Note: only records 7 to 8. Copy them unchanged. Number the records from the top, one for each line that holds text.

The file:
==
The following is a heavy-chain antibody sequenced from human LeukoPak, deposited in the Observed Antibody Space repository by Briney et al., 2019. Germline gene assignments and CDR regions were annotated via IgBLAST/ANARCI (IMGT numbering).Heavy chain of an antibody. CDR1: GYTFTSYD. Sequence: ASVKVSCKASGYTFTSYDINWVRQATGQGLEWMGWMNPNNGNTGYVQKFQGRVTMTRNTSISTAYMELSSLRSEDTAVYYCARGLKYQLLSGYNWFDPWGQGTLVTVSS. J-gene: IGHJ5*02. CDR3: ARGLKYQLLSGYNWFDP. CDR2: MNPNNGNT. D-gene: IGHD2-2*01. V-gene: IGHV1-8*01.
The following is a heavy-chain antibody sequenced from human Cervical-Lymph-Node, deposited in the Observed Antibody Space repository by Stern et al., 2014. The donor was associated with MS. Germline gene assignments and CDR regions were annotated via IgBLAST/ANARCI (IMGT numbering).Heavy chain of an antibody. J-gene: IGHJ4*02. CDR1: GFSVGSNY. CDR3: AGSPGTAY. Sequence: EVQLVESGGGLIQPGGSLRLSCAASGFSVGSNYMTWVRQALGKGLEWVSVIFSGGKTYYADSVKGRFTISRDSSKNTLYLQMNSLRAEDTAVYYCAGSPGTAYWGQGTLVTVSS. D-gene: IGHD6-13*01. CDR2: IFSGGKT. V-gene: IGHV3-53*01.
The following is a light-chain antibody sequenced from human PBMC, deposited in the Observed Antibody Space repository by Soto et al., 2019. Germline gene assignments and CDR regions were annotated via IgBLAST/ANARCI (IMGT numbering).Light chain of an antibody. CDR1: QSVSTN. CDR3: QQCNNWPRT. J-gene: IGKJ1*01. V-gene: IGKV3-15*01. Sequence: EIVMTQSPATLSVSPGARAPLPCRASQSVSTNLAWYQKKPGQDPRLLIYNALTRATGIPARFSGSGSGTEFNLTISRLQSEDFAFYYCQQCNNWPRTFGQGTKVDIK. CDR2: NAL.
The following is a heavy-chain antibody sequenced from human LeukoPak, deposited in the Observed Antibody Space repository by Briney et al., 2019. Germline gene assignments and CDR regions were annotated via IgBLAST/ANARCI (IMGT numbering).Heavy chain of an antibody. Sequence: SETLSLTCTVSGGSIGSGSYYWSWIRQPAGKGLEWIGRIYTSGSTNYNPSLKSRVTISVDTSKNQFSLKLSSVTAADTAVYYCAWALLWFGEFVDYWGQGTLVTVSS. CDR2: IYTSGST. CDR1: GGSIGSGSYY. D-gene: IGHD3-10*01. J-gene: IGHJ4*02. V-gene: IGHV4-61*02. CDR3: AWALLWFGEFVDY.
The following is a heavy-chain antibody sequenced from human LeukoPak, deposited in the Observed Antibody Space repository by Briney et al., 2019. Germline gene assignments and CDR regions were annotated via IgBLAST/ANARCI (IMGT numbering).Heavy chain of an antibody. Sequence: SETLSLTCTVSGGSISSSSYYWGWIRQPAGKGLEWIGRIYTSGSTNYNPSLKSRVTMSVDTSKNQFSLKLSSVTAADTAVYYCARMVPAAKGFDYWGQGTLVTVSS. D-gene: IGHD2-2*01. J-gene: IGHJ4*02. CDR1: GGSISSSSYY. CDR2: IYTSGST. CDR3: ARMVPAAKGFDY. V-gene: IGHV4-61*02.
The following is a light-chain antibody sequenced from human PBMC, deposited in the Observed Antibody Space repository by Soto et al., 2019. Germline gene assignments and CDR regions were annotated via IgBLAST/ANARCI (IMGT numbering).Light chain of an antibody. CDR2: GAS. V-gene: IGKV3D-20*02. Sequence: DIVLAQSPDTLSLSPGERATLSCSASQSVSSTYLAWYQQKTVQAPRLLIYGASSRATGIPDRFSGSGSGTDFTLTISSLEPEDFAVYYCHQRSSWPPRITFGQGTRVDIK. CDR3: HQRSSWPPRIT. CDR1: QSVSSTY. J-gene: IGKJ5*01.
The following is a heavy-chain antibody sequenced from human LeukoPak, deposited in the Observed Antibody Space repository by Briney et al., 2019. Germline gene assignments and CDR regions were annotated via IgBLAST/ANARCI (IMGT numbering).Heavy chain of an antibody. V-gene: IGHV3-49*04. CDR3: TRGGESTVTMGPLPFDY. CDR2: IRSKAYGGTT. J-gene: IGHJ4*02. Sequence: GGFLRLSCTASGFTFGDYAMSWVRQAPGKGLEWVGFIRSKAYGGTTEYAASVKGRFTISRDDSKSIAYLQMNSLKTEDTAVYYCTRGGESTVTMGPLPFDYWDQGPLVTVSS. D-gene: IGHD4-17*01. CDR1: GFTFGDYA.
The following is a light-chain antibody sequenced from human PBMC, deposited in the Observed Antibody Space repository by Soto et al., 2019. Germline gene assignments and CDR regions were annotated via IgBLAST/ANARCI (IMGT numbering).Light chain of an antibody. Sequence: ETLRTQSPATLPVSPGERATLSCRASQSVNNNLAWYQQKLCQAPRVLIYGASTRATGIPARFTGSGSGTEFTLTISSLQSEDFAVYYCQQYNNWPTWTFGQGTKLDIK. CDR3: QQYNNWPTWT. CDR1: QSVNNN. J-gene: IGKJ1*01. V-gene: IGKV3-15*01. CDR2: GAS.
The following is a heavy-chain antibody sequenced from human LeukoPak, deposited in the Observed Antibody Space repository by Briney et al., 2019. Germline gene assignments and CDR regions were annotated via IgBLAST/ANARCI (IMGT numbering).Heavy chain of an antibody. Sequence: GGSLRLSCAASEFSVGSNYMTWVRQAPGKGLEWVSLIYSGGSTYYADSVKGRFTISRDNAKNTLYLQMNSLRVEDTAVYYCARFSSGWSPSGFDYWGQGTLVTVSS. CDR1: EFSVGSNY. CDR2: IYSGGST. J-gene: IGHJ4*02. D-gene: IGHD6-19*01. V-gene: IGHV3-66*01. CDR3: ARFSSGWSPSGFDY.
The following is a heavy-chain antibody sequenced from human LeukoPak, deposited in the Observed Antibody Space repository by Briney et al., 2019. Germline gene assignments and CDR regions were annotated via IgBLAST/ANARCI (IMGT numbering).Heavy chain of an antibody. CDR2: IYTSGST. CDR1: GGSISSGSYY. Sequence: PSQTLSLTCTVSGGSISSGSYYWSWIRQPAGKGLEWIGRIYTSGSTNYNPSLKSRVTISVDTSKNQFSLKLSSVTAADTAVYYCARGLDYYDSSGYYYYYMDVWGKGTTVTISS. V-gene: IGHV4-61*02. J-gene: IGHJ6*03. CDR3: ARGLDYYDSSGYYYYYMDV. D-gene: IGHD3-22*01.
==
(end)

The following is a heavy-chain antibody sequenced from human LeukoPak, deposited in the Observed Antibody Space repository by Briney et al., 2019. Germline gene assignments and CDR regions were annotated via IgBLAST/ANARCI (IMGT numbering).Heavy chain of an antibody. V-gene: IGHV3-49*04. CDR3: TRGGESTVTMGPLPFDY. CDR2: IRSKAYGGTT. J-gene: IGHJ4*02. Sequence: GGFLRLSCTASGFTFGDYAMSWVRQAPGKGLEWVGFIRSKAYGGTTEYAASVKGRFTISRDDSKSIAYLQMNSLKTEDTAVYYCTRGGESTVTMGPLPFDYWDQGPLVTVSS. D-gene: IGHD4-17*01. CDR1: GFTFGDYA.
The following is a light-chain antibody sequenced from human PBMC, deposited in the Observed Antibody Space repository by Soto et al., 2019. Germline gene assignments and CDR regions were annotated via IgBLAST/ANARCI (IMGT numbering).Light chain of an antibody. Sequence: ETLRTQSPATLPVSPGERATLSCRASQSVNNNLAWYQQKLCQAPRVLIYGASTRATGIPARFTGSGSGTEFTLTISSLQSEDFAVYYCQQYNNWPTWTFGQGTKLDIK. CDR3: QQYNNWPTWT. CDR1: QSVNNN. J-gene: IGKJ1*01. V-gene: IGKV3-15*01. CDR2: GAS.